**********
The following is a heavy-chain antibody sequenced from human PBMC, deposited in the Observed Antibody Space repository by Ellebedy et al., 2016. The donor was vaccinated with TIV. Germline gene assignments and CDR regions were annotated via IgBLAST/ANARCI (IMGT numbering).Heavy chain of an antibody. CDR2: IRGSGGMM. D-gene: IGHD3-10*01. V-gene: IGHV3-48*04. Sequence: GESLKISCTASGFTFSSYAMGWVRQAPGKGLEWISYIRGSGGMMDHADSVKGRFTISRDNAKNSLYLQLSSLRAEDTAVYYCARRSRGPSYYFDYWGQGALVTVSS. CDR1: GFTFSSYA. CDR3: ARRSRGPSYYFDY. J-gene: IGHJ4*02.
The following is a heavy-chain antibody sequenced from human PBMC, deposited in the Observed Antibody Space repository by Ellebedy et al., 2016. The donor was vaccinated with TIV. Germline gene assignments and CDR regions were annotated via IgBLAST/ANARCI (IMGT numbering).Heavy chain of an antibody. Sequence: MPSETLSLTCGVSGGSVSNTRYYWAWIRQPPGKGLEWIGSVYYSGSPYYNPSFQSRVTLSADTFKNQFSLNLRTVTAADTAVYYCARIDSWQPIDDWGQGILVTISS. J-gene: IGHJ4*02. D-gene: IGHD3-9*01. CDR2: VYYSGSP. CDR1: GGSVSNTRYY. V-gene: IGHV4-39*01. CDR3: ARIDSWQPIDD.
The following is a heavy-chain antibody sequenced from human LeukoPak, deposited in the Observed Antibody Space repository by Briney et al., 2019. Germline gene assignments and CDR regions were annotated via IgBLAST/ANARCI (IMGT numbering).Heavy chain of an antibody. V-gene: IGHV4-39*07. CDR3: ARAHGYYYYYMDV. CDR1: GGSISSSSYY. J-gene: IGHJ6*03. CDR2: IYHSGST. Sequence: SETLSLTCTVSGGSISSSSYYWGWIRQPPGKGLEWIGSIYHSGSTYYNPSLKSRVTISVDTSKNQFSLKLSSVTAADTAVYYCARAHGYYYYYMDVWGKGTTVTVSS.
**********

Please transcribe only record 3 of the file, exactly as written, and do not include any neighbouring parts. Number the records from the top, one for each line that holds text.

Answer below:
The following is a heavy-chain antibody sequenced from human LeukoPak, deposited in the Observed Antibody Space repository by Briney et al., 2019. Germline gene assignments and CDR regions were annotated via IgBLAST/ANARCI (IMGT numbering).Heavy chain of an antibody. V-gene: IGHV4-39*07. CDR3: ARAHGYYYYYMDV. CDR1: GGSISSSSYY. J-gene: IGHJ6*03. CDR2: IYHSGST. Sequence: SETLSLTCTVSGGSISSSSYYWGWIRQPPGKGLEWIGSIYHSGSTYYNPSLKSRVTISVDTSKNQFSLKLSSVTAADTAVYYCARAHGYYYYYMDVWGKGTTVTVSS.